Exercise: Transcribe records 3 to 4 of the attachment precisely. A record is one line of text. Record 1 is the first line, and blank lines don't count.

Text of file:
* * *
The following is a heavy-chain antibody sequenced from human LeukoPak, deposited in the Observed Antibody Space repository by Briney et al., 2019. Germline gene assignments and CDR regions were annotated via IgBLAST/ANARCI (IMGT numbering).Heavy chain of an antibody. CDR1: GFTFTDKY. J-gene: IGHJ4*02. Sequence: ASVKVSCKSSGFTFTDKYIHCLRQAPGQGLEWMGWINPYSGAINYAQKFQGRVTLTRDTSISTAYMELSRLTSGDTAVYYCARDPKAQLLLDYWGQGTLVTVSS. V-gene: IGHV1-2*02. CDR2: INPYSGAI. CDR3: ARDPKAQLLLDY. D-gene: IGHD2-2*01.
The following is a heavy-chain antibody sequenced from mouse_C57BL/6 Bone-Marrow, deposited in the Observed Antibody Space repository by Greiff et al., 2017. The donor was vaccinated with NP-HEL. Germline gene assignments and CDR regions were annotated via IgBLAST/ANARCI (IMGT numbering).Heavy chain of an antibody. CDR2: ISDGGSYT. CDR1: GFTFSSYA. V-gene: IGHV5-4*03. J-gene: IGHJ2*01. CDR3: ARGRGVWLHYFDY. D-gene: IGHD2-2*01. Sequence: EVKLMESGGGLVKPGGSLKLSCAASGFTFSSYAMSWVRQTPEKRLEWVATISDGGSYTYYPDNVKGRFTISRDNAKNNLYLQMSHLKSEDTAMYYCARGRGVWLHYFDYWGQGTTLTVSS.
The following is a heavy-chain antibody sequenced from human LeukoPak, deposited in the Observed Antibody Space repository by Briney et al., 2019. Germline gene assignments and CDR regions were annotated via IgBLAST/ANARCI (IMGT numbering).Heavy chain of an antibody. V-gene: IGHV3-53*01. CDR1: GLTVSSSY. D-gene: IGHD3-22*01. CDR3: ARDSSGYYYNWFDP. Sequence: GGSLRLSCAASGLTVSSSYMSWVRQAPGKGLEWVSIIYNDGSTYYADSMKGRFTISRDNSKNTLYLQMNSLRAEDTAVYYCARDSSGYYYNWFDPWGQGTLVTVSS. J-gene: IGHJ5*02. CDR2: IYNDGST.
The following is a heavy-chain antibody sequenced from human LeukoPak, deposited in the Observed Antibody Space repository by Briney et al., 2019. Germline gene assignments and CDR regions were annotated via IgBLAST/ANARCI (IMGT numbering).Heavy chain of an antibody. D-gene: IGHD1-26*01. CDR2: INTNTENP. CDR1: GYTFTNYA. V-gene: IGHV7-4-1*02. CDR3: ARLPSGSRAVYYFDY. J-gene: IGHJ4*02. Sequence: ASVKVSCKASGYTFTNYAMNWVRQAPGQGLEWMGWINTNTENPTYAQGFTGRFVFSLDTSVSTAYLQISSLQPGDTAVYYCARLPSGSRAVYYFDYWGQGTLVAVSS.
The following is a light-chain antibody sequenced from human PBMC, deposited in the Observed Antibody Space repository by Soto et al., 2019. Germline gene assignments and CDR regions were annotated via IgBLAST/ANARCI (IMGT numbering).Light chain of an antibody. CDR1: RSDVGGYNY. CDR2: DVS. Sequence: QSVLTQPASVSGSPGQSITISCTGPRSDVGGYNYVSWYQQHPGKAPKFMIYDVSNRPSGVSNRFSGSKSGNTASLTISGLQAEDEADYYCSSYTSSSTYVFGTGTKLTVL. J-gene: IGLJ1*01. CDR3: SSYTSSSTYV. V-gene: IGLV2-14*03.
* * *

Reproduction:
The following is a heavy-chain antibody sequenced from human LeukoPak, deposited in the Observed Antibody Space repository by Briney et al., 2019. Germline gene assignments and CDR regions were annotated via IgBLAST/ANARCI (IMGT numbering).Heavy chain of an antibody. V-gene: IGHV3-53*01. CDR1: GLTVSSSY. D-gene: IGHD3-22*01. CDR3: ARDSSGYYYNWFDP. Sequence: GGSLRLSCAASGLTVSSSYMSWVRQAPGKGLEWVSIIYNDGSTYYADSMKGRFTISRDNSKNTLYLQMNSLRAEDTAVYYCARDSSGYYYNWFDPWGQGTLVTVSS. J-gene: IGHJ5*02. CDR2: IYNDGST.
The following is a heavy-chain antibody sequenced from human LeukoPak, deposited in the Observed Antibody Space repository by Briney et al., 2019. Germline gene assignments and CDR regions were annotated via IgBLAST/ANARCI (IMGT numbering).Heavy chain of an antibody. D-gene: IGHD1-26*01. CDR2: INTNTENP. CDR1: GYTFTNYA. V-gene: IGHV7-4-1*02. CDR3: ARLPSGSRAVYYFDY. J-gene: IGHJ4*02. Sequence: ASVKVSCKASGYTFTNYAMNWVRQAPGQGLEWMGWINTNTENPTYAQGFTGRFVFSLDTSVSTAYLQISSLQPGDTAVYYCARLPSGSRAVYYFDYWGQGTLVAVSS.